Crossposted from the Brennan Center of Justice's Redistricting Blog
— by Erik Opsal
The Department of Justice objected to Texas' voter ID law Monday, determining the law would discriminate against minority voters, particularly Hispanics.
"Even using the data most favorable to the state, Hispanics disproportionately lack either a driver's license or a personal identification card," Assistant Attorney General Thomas Perez said in a letter to the Texas director of elections.
The same day, the Brennan Center and other legal groups moved to intervene to stop the restrictive photo ID law, which will also be reviewed in federal court. The motion, on behalf of the Texas NAACP and the Mexican American Legislative Caucus, argues the law erects unnecessary barriers to voting and disenfranchises hundreds of thousands of minority voters.
"Decades ago, our nation passed the Voting Rights Act to combat this kind of discrimination," said Brennan Center Senior Counsel Myrna Pérez. "We urge the federal court to stand up for voters by blocking this law."
This news comes just days after a Houston Chronicle analysis found that Texas' voter ID law "could affect as many as 2.3 million registered voters."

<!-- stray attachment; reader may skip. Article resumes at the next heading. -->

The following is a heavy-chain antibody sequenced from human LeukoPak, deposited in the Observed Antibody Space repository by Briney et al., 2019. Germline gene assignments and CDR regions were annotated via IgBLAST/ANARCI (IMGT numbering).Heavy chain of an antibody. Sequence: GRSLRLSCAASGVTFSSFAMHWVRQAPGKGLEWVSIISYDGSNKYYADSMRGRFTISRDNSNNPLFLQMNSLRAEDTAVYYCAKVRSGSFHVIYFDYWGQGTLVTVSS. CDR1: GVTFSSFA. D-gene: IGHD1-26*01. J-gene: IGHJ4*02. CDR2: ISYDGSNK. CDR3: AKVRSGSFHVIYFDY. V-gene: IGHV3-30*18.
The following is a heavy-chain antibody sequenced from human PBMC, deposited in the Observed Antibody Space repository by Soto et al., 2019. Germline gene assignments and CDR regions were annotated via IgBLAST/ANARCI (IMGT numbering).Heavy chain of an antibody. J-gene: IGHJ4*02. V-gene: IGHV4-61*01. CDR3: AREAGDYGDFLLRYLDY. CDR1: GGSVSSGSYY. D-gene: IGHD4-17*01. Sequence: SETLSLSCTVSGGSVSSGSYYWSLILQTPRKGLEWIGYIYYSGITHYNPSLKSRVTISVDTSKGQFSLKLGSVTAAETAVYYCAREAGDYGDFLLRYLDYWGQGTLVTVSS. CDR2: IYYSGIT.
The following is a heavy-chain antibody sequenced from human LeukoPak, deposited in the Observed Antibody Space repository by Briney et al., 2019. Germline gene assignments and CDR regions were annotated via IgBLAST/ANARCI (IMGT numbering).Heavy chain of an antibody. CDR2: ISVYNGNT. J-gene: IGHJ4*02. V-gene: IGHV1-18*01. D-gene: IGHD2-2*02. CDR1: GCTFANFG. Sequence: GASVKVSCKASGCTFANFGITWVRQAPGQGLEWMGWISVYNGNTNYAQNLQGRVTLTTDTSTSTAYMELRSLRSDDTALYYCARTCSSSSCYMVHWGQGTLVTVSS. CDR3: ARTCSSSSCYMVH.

Court Rejects Voter Suppression Efforts
As November approaches, voter intimidation looms as a next battleground. A federal court in Philadelphia last week made clear the limits to what is allowed.
The judge upheld a long-standing consent decree prohibiting the Republican National Committee from using improper election tactics. The consent decree specifically bars the organization from using voter challengers, poll watchers, and a practice known as "vote caging" to target and intimidate voters of color.
"Under the agreement, the Republican National Committee must obtain court approval before implementing certain poll-monitoring activities in minority precincts," Reuters reports.
The court's opinion described how poll watchers and poll challengers have the potential to disenfranchise lawful voters by causing delays, crowding, and confusion inside the polling place and creating a charged partisan atmosphere that can intimidate many new voters. Here's an analysis of these past problems.
With the 2012 election fast approaching, it is important for state officials to ensure other political groups — not just the RNC — follow the law and refrain from using poll watchers to intimidate or discriminate against voters, writes the Brennan Center's Nic Riley.
The state Senate passed a voter ID bill, which the House is expected to vote on today. Opponents of the bill are still fighting, saying it limits a basic right. Read more here and here. Read an op-ed opposing the law from Keesha Gaskins, senior counsel at the Brennan Center.